study of the week

Choose…But Choose Wisely, Part 3

OK, moving on to the American Gastroenterological Association’s list of five things that should be questioned.

1.  For pharmacological treatment of patients with gastroesophageal reflux disease (GERD), long-term acid suppression therapy (proton pump inhibitors or histamine2 receptor antagonists) should be titrated to the lowest effective dose needed to achieve therapeutic goals.
This is a good one.  Proton pump inhibitors are Prilosec, Protonix, Nexium and the like.  Pharmaceutical companies have done a great job at turning what used to be called “heartburn” into the much scarier sounding “gastro-esophageal reflux disease.”  Suddenly, everyone thinks that they HAVE to be on one of these medications, or else permanent, lasting damage will be done to their esophagus.  Don’t believe me?  Before the patent on Prilosec expired, it accounted for 39% of Astra-Zeneca’s revenue.  In 2009, PPI revenue for drug companies was $13.1 billion.  Yup, that’s billion, with a “b”.  Once patients get on these drugs, they seem to stay on them forever.  Now, we a starting to see some problems.  Long-term PPI use is associated with a higher risk of hip fracture.  Many of them interfere with other drugs.  They are also associated with a higher risk of aspiration pneumonia and c. dificile colitis.  A lot of heartburn can be cured with lifestyle changes, such as diet change and weight loss, rather than taking a pill.

2.  Do not repeat colorectal cancer screening (by any method) for 10 years

after a high-quality colonoscopy is negative in average-risk individuals.
Enough said.  Why anyone would want to have a colonoscopy more often than this is beyond me.

3.  Do not repeat colonoscopy for at least five years for patients who have one or two small (< 1 cm) adenomatous polyps, without high- grade dysplasia, completely removed via a high-quality colonoscopy.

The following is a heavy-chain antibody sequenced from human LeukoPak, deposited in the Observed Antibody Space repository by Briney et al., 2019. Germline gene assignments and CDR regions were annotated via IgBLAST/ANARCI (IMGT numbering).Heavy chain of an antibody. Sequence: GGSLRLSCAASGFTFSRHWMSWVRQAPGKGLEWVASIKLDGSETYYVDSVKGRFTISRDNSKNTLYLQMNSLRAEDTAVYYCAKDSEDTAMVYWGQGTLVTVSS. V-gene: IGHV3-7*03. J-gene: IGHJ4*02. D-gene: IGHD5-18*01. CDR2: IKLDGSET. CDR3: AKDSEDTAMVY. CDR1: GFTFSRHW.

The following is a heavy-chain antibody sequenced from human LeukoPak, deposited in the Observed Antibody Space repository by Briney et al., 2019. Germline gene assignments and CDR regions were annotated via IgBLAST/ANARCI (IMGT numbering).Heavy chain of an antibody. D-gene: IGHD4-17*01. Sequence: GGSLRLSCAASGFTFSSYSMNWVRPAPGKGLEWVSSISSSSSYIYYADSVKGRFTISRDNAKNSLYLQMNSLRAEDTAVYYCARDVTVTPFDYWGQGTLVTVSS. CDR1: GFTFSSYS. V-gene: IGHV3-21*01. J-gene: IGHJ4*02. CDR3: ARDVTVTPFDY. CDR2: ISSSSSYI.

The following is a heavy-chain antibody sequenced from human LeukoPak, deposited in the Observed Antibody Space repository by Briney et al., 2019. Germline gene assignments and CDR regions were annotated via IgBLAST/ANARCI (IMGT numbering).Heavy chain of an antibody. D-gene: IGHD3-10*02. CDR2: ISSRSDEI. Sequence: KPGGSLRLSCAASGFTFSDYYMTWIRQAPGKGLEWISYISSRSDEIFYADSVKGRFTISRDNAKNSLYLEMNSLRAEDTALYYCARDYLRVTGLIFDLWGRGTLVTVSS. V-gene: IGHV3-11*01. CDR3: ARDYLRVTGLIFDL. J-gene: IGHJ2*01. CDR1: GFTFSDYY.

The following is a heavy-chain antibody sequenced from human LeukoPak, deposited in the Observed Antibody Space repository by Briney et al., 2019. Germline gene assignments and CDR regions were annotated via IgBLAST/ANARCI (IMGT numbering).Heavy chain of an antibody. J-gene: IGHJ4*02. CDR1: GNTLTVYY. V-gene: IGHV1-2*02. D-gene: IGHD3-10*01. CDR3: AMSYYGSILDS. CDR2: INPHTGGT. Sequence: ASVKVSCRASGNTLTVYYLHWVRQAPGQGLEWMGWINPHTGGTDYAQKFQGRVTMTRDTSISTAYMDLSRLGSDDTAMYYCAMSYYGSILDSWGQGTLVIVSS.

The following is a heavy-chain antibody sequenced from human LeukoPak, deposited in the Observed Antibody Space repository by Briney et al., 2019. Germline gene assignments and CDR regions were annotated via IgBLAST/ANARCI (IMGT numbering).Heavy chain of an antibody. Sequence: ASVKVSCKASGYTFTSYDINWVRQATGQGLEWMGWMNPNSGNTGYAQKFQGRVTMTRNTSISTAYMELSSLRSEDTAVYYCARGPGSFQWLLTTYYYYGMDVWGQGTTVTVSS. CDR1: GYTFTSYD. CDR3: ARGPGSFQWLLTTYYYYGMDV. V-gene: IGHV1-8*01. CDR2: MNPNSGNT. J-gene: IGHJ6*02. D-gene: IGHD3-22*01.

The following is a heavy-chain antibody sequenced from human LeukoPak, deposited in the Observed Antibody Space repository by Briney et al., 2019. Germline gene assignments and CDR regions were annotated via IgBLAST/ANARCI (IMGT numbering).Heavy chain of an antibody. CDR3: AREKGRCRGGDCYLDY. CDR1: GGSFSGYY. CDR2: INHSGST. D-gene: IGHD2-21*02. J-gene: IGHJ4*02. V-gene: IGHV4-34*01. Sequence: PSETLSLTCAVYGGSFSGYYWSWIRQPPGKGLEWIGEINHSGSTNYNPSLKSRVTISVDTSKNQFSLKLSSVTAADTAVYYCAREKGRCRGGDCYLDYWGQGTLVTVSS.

Same as above.  Even with polyps, if it is just one or two small ones, you don’t need another colonoscopy before five years have passed.

4.  For a patient who is diagnosed with Barrett’s esophagus, who has

undergone a second endoscopy that confirms the absence of dysplasia
on biopsy, a follow-up surveillance examination should not be
performed in less than three years as per published guidelines.
Barrett’s esophagus is a condition where there are pre-cancerous changes in cells lining the esophagus.  This recommends that follow-up in certain cases should be only every three years.

5.  For a patient with functional abdominal pain syndrome (as per ROME III criteria) computed tomography (CT) scans should not be repeated unless there is a major change in clinical findings or symptoms.
This is another good one. Functional abdominal pain syndrome is similar to irritable bowel syndrome, but the pain is not related to having a bowel movement or to eating.  Patients present with chronic abdominal pain.  It is a diagnosis of exclusion, meaning that other things need to be ruled out via lab tests and imaging.  However, once the diagnosis is made, further testing and imaging should be avoided.  This is important, as patients with functional abdominal pain syndrome often see multiple doctors in an attempt to find some relief.  These otherwise well-meaning doctors often order more imaging, often times because it’s hard to throw up your hands and admit that there’s nothing else to do.  However, repeated CT scans can increase the risk of cancer due to radiation exposure.

More to come…

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